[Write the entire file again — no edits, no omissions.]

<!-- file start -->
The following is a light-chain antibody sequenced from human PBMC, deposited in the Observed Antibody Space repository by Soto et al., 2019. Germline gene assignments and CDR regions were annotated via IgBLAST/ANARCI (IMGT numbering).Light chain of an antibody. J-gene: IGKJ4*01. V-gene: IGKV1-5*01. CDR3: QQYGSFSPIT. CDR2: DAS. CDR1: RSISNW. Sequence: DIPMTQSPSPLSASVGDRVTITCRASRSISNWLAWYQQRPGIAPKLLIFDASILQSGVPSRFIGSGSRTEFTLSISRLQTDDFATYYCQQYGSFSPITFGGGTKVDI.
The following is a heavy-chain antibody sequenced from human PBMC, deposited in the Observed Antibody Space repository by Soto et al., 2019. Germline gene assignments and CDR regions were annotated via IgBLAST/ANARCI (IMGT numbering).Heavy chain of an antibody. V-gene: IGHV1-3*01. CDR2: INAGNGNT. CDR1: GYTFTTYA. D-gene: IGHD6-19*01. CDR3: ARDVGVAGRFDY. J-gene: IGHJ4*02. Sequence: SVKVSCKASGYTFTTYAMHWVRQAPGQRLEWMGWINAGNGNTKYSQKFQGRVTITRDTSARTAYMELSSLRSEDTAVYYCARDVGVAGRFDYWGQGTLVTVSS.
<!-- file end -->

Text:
The following is a light-chain antibody sequenced from human PBMC, deposited in the Observed Antibody Space repository by Soto et al., 2019. Germline gene assignments and CDR regions were annotated via IgBLAST/ANARCI (IMGT numbering).Light chain of an antibody. J-gene: IGKJ4*01. V-gene: IGKV1-5*01. CDR3: QQYGSFSPIT. CDR2: DAS. CDR1: RSISNW. Sequence: DIPMTQSPSPLSASVGDRVTITCRASRSISNWLAWYQQRPGIAPKLLIFDASILQSGVPSRFIGSGSRTEFTLSISRLQTDDFATYYCQQYGSFSPITFGGGTKVDI.
The following is a heavy-chain antibody sequenced from human PBMC, deposited in the Observed Antibody Space repository by Soto et al., 2019. Germline gene assignments and CDR regions were annotated via IgBLAST/ANARCI (IMGT numbering).Heavy chain of an antibody. V-gene: IGHV1-3*01. CDR2: INAGNGNT. CDR1: GYTFTTYA. D-gene: IGHD6-19*01. CDR3: ARDVGVAGRFDY. J-gene: IGHJ4*02. Sequence: SVKVSCKASGYTFTTYAMHWVRQAPGQRLEWMGWINAGNGNTKYSQKFQGRVTITRDTSARTAYMELSSLRSEDTAVYYCARDVGVAGRFDYWGQGTLVTVSS.